EU running out of patience with Greece
Euro zone leaders will tell Greece on Thursday that time and patience are running out for its leftist-led government to implement agreed reforms to avert a looming cash crunch that could force it out of the single currency.
Greece has been kept from bankruptcy by two international bailouts but now risks running out of money within weeks if it does not receive more funds. Greek banks reported the largest deposit withdrawals in a month, a sign savers are worried about the outlook for the country's finances and institutions.
Prime Minister Alexis Tsipras has requested a meeting with the leaders of Germany, France and the main EU institutions on the sidelines of a European Union summit to press for Athens to receive short-term funds to keep itself afloat.
"I will repeat to him what I’ve already told him twice: Greece must undertake the necessary reforms, Greece must ensure that the commitments it made to the Eurogroup in 2012 and more recently are followed up on," European Commission President Jean-Claude Juncker told France's Europe 1 radio.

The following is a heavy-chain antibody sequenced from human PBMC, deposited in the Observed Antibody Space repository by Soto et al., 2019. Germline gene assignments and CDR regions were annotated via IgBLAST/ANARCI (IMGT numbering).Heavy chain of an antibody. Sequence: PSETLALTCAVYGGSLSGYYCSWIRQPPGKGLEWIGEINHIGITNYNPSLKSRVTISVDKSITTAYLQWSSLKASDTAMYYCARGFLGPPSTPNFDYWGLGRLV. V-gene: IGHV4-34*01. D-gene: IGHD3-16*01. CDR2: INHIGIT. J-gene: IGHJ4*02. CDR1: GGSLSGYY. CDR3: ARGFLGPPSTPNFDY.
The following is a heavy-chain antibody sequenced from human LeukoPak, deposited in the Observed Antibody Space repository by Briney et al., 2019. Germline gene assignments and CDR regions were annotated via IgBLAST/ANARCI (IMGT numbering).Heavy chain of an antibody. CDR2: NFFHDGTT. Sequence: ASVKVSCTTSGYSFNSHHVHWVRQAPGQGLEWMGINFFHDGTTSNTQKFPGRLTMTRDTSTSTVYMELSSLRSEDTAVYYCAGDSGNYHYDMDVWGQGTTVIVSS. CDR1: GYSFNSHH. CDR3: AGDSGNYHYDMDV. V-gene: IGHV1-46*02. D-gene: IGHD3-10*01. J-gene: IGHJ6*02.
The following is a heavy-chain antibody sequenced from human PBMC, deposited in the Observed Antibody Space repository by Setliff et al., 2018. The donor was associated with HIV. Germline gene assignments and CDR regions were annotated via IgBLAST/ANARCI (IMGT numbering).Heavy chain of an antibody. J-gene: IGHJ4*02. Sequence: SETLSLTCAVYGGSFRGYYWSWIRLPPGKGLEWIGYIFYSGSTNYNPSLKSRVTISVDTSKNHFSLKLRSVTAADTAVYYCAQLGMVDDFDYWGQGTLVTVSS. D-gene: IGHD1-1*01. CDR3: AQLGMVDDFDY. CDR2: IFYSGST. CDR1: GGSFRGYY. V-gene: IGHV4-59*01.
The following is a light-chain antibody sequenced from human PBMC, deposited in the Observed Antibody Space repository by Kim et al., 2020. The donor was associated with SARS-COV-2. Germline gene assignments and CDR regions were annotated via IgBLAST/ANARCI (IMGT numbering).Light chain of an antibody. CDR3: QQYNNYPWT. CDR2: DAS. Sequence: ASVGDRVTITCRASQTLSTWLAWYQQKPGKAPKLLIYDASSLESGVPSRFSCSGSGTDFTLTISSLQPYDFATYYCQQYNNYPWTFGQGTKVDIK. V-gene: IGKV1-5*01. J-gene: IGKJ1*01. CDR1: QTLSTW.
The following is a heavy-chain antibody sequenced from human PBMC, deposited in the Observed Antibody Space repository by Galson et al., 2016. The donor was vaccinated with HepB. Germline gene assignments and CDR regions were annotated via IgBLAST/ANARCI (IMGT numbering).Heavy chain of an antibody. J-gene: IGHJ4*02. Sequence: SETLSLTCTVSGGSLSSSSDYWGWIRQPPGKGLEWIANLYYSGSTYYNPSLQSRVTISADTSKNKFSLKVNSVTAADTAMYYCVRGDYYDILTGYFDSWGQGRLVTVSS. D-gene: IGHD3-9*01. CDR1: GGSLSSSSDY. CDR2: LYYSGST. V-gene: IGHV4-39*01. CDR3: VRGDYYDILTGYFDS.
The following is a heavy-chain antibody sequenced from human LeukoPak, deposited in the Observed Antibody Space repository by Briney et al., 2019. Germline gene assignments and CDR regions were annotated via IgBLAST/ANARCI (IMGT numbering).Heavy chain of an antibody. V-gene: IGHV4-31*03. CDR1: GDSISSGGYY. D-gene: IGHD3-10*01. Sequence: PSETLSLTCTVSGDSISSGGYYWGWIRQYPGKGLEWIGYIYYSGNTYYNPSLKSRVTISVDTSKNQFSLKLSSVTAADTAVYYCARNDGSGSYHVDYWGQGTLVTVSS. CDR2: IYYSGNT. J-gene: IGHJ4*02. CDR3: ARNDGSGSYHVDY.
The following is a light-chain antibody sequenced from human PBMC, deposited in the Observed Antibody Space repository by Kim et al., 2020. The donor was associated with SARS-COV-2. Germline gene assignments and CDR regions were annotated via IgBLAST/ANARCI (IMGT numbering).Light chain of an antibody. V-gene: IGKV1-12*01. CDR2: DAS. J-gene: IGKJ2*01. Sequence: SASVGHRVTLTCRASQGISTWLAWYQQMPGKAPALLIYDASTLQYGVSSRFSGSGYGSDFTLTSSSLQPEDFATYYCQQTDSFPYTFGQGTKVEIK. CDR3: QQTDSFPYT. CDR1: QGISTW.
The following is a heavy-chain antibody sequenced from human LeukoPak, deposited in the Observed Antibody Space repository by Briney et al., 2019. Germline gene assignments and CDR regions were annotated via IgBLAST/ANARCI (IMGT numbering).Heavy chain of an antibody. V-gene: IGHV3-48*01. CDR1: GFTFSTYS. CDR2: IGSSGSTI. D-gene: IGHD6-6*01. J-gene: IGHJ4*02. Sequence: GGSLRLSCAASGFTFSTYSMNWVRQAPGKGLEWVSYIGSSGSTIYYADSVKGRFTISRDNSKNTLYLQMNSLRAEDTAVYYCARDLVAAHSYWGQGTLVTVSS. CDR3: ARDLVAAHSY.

German Chancellor Angela Merkel delivered the same message in a speech to parliament ahead of the late-night Brussels talks and a crucial visit by Tsipras to Berlin next Monday, saying the crisis could only be overcome if Greece stuck to agreements.
No one should expect a solution from Thursday's session or her meeting with Tsipras next week, which offered "time to talk to each other in detail and perhaps also to argue", she said.
A political meeting of a small group of leaders could not be used to circumvent the formal agreement Greece concluded on Feb. 20 with Eurogroup finance ministers, she told the lawmakers.
"There remains a very tough way ahead," Merkel said. Greece must understand that international aid brought with it an obligation "to reform its budget and work towards one day no longer needing help".
European Council President Donald Tusk, who will chair the summit, said he arranged a side-meeting with Tsipras to take the heat out of exchanges around the main table. It would, however, not be decisive as leaders would go on trying to avoid Greece being inadvertently shut out of the euro -- a "Grexident".